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Carl Hiebert left his quiet Mennonite farming community at the age of 19 and began a life of risk-taking. He spent a year travelling around the world, living on $1.35 a day. He hunted wild boars in India and climbed on the Matterhorn. Returning to Canada, he indulged in his passion for adventure sports, from scuba-diving to sky-diving. Then, on September 12th, 1981, a freak hang-gliding accident put him in a wheelchair.

After two months in recovery, he placed a ‘Gone Flying’ sign on his hospital door and, with the
help of a friend, made his way to a farmer’s field, where a single-seat ultralight aircraft was waiting.
“As I buzzed the field and saw my empty wheelchair, I was overcome by this serendipitous moment.
Even if I couldn’t walk, I could still fly!”

Five years later, Carl astounded Canadians by being the first person ever to fly an open-cockpit ultralight aircraft 5,000 miles across Canada. When he landed at Expo '86 in Vancouver, he achieved what many people said was impossible—he transformed an agonizing obstacle into an inspirational achievement and made a mark in aviation history. His best selling book “Gift of Wings” is a stunning photo essay of this remarkable achievement.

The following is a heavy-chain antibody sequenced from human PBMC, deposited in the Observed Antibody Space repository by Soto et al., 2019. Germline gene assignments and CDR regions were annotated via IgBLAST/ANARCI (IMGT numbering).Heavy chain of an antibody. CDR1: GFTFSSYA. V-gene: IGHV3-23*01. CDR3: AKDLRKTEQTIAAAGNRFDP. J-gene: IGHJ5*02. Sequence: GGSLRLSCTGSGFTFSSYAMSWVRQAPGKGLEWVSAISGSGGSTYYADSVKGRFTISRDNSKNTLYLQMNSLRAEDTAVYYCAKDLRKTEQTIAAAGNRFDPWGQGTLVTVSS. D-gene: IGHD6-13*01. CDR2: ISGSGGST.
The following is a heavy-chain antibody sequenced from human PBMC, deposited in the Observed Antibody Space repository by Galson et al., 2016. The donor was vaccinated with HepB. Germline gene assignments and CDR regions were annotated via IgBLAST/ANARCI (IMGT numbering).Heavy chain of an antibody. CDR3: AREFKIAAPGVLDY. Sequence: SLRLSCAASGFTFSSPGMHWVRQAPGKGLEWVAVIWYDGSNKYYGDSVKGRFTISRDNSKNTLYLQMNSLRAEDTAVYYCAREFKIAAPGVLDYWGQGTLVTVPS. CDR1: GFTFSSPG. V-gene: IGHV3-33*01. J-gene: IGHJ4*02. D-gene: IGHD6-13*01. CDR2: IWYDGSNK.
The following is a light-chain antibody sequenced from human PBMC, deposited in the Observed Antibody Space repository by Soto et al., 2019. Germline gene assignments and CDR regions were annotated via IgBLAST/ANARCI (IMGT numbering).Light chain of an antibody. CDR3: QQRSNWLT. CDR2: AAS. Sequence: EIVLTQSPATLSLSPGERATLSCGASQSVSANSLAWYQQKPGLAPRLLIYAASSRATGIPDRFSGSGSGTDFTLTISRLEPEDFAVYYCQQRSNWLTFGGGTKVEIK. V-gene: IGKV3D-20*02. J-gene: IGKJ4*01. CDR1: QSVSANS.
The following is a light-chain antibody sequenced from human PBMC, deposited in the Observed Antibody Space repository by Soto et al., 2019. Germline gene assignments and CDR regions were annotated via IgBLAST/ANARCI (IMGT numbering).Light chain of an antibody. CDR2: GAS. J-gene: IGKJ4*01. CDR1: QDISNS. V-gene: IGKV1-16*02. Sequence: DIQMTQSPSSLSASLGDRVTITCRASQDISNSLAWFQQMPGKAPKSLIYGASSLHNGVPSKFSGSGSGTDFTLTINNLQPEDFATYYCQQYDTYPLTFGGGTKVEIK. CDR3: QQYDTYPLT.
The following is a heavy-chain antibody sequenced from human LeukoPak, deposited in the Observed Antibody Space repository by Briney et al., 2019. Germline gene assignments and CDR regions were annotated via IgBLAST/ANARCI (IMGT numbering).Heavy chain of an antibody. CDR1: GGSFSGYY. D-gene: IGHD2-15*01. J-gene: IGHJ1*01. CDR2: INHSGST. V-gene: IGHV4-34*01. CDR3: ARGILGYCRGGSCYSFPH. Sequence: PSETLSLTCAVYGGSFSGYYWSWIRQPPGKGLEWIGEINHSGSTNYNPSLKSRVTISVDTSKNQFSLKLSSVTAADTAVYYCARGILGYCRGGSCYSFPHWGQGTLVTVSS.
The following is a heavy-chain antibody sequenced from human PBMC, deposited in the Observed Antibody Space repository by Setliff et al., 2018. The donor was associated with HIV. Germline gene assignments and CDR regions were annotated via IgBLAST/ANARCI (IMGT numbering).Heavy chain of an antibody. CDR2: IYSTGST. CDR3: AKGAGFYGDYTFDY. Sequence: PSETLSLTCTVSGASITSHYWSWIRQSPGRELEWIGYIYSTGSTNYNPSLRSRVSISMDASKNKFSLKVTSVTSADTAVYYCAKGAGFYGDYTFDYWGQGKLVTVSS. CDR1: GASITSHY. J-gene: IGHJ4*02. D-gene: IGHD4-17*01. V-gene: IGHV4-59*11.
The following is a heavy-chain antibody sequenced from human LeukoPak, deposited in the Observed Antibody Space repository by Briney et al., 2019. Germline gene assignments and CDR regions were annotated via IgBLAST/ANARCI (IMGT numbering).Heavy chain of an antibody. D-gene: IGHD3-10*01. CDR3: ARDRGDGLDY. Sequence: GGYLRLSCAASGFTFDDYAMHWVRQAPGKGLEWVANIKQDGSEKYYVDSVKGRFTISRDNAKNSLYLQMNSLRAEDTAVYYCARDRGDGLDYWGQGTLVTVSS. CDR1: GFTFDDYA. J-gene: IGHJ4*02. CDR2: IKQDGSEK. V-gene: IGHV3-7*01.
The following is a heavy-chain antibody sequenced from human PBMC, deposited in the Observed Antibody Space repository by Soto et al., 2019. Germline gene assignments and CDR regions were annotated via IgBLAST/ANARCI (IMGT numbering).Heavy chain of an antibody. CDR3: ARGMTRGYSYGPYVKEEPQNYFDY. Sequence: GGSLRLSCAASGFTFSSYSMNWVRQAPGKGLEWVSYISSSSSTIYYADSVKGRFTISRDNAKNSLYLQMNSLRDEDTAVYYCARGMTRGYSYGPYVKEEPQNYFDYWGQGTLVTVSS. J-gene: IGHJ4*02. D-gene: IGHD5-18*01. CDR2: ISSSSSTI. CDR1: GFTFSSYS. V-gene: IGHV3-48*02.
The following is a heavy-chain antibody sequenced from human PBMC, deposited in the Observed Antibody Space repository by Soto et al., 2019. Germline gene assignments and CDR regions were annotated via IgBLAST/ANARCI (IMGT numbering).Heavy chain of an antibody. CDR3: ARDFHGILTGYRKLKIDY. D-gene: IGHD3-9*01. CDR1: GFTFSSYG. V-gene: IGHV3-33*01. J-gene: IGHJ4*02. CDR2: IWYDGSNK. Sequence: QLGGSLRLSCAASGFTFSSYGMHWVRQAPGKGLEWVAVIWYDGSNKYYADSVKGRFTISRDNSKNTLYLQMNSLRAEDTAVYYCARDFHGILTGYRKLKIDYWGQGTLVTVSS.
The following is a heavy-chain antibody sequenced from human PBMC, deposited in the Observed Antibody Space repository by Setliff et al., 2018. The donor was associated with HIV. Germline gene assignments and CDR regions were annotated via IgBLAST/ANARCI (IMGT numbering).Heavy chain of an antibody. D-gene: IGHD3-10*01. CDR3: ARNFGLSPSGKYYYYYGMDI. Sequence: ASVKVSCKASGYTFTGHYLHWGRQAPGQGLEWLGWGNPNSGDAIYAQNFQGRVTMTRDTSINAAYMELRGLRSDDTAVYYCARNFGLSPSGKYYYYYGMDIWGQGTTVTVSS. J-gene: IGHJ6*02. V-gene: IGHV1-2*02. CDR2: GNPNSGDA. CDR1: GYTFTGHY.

Carl has taken many other adventures since, and now closing in on another personal goal — to raise $1 million for charity. In 2006 he took an AgVenture with his writing partner Deb Cripps and travelled across Canada on a 1949 vintage tractor. Together, Carl and Deb captured the diverse beauty of Canada’s rural landscape and stories of the families who farm them in their book, “Keepers of the Land … A Celebration of Canadian Farmers”.
Carl Hiebert's Bio [full] [condensed]


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